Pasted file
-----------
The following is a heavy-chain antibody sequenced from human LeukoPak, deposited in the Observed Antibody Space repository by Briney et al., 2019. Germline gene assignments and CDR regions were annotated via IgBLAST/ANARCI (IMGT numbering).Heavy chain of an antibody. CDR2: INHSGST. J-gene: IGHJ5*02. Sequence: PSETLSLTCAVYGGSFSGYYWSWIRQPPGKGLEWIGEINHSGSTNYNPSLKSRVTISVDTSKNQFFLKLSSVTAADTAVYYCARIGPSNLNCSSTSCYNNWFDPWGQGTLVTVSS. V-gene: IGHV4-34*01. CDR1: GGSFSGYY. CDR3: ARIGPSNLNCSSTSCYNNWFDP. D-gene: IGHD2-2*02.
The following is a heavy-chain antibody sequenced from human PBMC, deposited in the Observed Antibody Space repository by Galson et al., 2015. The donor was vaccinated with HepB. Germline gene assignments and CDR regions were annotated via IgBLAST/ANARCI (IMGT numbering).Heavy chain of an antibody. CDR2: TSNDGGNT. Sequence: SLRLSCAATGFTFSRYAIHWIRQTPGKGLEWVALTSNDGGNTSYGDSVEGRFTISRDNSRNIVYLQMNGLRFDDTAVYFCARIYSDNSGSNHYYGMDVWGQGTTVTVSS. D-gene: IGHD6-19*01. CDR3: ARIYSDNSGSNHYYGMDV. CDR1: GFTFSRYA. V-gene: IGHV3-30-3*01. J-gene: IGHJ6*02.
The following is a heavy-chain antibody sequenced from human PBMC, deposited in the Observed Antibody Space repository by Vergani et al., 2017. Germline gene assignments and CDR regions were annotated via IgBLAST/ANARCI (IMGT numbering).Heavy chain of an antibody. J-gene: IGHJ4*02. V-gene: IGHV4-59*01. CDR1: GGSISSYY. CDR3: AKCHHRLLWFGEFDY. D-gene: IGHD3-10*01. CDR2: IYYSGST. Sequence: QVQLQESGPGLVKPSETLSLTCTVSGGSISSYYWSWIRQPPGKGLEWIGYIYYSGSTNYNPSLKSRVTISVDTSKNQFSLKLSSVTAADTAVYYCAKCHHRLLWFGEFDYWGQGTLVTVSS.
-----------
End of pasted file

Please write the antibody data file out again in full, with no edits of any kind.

The following is a heavy-chain antibody sequenced from human LeukoPak, deposited in the Observed Antibody Space repository by Briney et al., 2019. Germline gene assignments and CDR regions were annotated via IgBLAST/ANARCI (IMGT numbering).Heavy chain of an antibody. CDR2: INHSGST. J-gene: IGHJ5*02. Sequence: PSETLSLTCAVYGGSFSGYYWSWIRQPPGKGLEWIGEINHSGSTNYNPSLKSRVTISVDTSKNQFFLKLSSVTAADTAVYYCARIGPSNLNCSSTSCYNNWFDPWGQGTLVTVSS. V-gene: IGHV4-34*01. CDR1: GGSFSGYY. CDR3: ARIGPSNLNCSSTSCYNNWFDP. D-gene: IGHD2-2*02.
The following is a heavy-chain antibody sequenced from human PBMC, deposited in the Observed Antibody Space repository by Galson et al., 2015. The donor was vaccinated with HepB. Germline gene assignments and CDR regions were annotated via IgBLAST/ANARCI (IMGT numbering).Heavy chain of an antibody. CDR2: TSNDGGNT. Sequence: SLRLSCAATGFTFSRYAIHWIRQTPGKGLEWVALTSNDGGNTSYGDSVEGRFTISRDNSRNIVYLQMNGLRFDDTAVYFCARIYSDNSGSNHYYGMDVWGQGTTVTVSS. D-gene: IGHD6-19*01. CDR3: ARIYSDNSGSNHYYGMDV. CDR1: GFTFSRYA. V-gene: IGHV3-30-3*01. J-gene: IGHJ6*02.
The following is a heavy-chain antibody sequenced from human PBMC, deposited in the Observed Antibody Space repository by Vergani et al., 2017. Germline gene assignments and CDR regions were annotated via IgBLAST/ANARCI (IMGT numbering).Heavy chain of an antibody. J-gene: IGHJ4*02. V-gene: IGHV4-59*01. CDR1: GGSISSYY. CDR3: AKCHHRLLWFGEFDY. D-gene: IGHD3-10*01. CDR2: IYYSGST. Sequence: QVQLQESGPGLVKPSETLSLTCTVSGGSISSYYWSWIRQPPGKGLEWIGYIYYSGSTNYNPSLKSRVTISVDTSKNQFSLKLSSVTAADTAVYYCAKCHHRLLWFGEFDYWGQGTLVTVSS.